Form Wash Gasket and loss of IPA health issue?

I just want to add to the discussion my experience with the Form Wash losing dangerous levels of IPA over weeks/months.

I bought the printer to try to accelerate my prototyping but quickly found out after the first month that i have serious allergic reactions to the resin, I have pretty much left the printer unused and prototyped through other means for nearly an entire year. I didn’t want to empty it as the effort to empty and refill every 2 weeks was super annoying, I Imagined I would need to use the machine at some point.

The form wash lost about half of the entire tank in 5 months. that’s almost 4 liters of IPA just lost to the air i breathe everyday.

The wash station sits in my office which doesn’t have great ventilation, at the 5 month mark, I started developing lung and throat issues and immediately suspected the form wash, I emptied it all out and over the next month the issues subsided.

I can accept the gloves and super cautious resin precaution, but the form wash NEEDs to be sealed.
For users that do many prints a week, FORMlabs might have justified that the loss of IPA is similar to an active user. but for those of us that print once a month, i have to go out and by new IPA bottles every-time i want to print and having health issues along with a 8liter tank of flammable liquid beside your working space is just not safe.

I’m pretty frustrated that there isn’t a redesign to this yet.


this was not helpful or relevant

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It’s difficult to seal the Form Wash. If you put it in an air-tight container, IPA will still evaporate and you’ll have a pressurized vessel on your hands.

That said, your pressurized vessel will have significantly more liquid IPA in it than if you kept the form wash out in the open.

So far I have been resigned to the evaporation. In the future though, what I’ll do is pump all the IPA back into an air-tight barrel – I purchase my IPA in 20L barrels so I have a few old ones lying around. So if I’m not doing any printing over a month, I can avoid most of the evaporation problem.

I’ve found a simple 12V water pump (available on Amazon for around $20USD) can empty the Form Wash pretty quickly. It’s also handy to filter the IPA for residue from past prints.

I think some users have migrated to alternative wash techniques. I prewash with Simple Green. People also use Mr. Clean and other substances. A couple years ago there was a good discussion on TPM (Tripopylene Glycol Methyl Ether). All these options evaporate less rapidly than IPA, so you have far less of an odor problem.

I will empty my form-wash if I don’t plan to print for a week or more. I keep 3 one gallon glass containers to hold the used IPA which have a sealed lid. I was thinking about how it could be improved and maybe you could use a gas (nitrogen or other heavy gas) to seal the IPA from the atmosphere. That would also stop the IPA from absorbing moisture.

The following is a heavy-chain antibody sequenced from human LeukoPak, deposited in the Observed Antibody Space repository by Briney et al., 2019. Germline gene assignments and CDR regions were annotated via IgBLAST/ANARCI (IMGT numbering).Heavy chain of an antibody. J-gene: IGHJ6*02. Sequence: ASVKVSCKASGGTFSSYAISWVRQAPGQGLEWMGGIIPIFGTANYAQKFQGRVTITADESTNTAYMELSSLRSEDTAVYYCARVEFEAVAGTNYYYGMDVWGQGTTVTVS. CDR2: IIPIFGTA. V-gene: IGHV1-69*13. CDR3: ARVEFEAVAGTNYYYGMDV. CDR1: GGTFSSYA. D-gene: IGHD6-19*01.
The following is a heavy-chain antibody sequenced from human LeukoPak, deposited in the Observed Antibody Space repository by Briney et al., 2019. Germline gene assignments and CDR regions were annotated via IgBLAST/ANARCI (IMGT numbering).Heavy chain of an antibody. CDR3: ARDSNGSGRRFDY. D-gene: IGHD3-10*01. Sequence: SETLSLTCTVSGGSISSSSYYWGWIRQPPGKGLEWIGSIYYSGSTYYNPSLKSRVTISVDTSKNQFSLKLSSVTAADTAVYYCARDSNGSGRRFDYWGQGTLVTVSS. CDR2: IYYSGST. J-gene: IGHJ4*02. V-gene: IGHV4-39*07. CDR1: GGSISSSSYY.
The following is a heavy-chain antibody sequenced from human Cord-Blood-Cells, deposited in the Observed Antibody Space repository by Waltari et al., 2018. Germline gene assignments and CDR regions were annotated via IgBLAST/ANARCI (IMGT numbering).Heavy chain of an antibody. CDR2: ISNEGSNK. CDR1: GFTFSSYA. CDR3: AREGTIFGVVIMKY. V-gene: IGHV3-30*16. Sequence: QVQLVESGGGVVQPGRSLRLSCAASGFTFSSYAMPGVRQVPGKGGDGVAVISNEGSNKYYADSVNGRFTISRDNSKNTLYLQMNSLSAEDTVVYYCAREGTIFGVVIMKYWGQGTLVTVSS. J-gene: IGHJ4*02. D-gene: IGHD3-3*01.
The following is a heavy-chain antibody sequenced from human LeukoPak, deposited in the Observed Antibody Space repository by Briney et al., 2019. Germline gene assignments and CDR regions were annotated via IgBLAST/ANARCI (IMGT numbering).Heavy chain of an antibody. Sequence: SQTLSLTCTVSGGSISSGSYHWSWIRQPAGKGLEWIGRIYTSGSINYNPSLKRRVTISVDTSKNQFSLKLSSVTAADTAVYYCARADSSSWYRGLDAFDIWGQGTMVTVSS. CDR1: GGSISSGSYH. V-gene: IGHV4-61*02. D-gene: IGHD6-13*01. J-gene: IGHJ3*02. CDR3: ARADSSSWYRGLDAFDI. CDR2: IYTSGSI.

You could switch to TPM, which doesn’t evaporate very quickly at all.

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I was trying to move it back and fourth but just found it to be a mess, the pump that it came with leaked everywhere trying to move it back and fourth.

i like the nitrogen gas idea, I use this product for sealing other products that are high in moisture do you think this would work here?

I don’t really know if a “gas blanket” would prevent IPA vapor from penetrating. I would guess you could try and see if you can smell the IPA. Another gas that may work is carbon dioxide.

If I remember my college chemistry correctly, the partial pressure of IPA is fixed for a given liquid IPA concentration. Adding another gas won’t change the steady-state IPA vapor concentration and the permeation rate through plastic will be a function of the material and the IPA vapor pressure.

Maybe it would be easiest to minimize ambient room air IPA concentration by placing the tank in a sealed secondary vessel of some sort - maybe a 5-gal plastic bucket with screw on lid and O-ring seal. Those are available from McMaster-Carr in the US.

I too lament the lack of gaskets. Even if it had them, it’d need a heavier lid to get any kind of seal.

When I’m not printing for a long time I put saran wrap over the top of the wash, like this:

It’s a hack, but makes a noticeable difference. More details here:

There are some other suggestions in that thread, as well as these:

The only downside to using things like TPM and slower evaporative stuff is that well it’s nice inside the container it’s a pain in the butt to deal with for disposal and wanting it to evaporate fast at that point

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I used some IPA resistant o-ring material to ‘gasket’ the lid of my form wash. Easy to find on McMaster-Carr. This helped, but was not enough. Along with that, when not in use I put about 8 lbs of weight on the top. This flattens the lid and forces the o-ring cord into contact with the wash bucket top. The result is essentially zero evaporation when just sitting. A hack, but cheap, and easy. And now I can use my Form Wash again!

I’ve likewise found a weight on top is key.

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